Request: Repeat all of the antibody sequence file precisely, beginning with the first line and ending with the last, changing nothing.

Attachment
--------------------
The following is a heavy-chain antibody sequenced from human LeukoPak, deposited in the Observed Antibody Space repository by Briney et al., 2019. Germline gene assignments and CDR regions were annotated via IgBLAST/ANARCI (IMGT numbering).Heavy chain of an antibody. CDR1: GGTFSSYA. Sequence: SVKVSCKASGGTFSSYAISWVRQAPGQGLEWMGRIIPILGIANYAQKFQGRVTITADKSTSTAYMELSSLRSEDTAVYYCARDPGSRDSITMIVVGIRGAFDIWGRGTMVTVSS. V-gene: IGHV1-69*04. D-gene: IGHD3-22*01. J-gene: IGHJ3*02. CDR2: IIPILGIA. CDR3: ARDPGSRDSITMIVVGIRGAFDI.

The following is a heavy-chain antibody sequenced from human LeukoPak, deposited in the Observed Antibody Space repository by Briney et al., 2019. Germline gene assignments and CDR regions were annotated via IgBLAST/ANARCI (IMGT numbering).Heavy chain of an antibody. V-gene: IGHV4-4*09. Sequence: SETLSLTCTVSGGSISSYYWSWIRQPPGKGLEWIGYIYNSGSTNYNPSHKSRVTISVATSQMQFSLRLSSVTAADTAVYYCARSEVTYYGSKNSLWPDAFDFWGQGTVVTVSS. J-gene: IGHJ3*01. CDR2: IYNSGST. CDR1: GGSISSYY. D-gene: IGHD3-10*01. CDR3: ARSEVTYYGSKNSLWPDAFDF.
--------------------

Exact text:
The following is a heavy-chain antibody sequenced from human LeukoPak, deposited in the Observed Antibody Space repository by Briney et al., 2019. Germline gene assignments and CDR regions were annotated via IgBLAST/ANARCI (IMGT numbering).Heavy chain of an antibody. CDR1: GGTFSSYA. Sequence: SVKVSCKASGGTFSSYAISWVRQAPGQGLEWMGRIIPILGIANYAQKFQGRVTITADKSTSTAYMELSSLRSEDTAVYYCARDPGSRDSITMIVVGIRGAFDIWGRGTMVTVSS. V-gene: IGHV1-69*04. D-gene: IGHD3-22*01. J-gene: IGHJ3*02. CDR2: IIPILGIA. CDR3: ARDPGSRDSITMIVVGIRGAFDI.

The following is a heavy-chain antibody sequenced from human LeukoPak, deposited in the Observed Antibody Space repository by Briney et al., 2019. Germline gene assignments and CDR regions were annotated via IgBLAST/ANARCI (IMGT numbering).Heavy chain of an antibody. V-gene: IGHV4-4*09. Sequence: SETLSLTCTVSGGSISSYYWSWIRQPPGKGLEWIGYIYNSGSTNYNPSHKSRVTISVATSQMQFSLRLSSVTAADTAVYYCARSEVTYYGSKNSLWPDAFDFWGQGTVVTVSS. J-gene: IGHJ3*01. CDR2: IYNSGST. CDR1: GGSISSYY. D-gene: IGHD3-10*01. CDR3: ARSEVTYYGSKNSLWPDAFDF.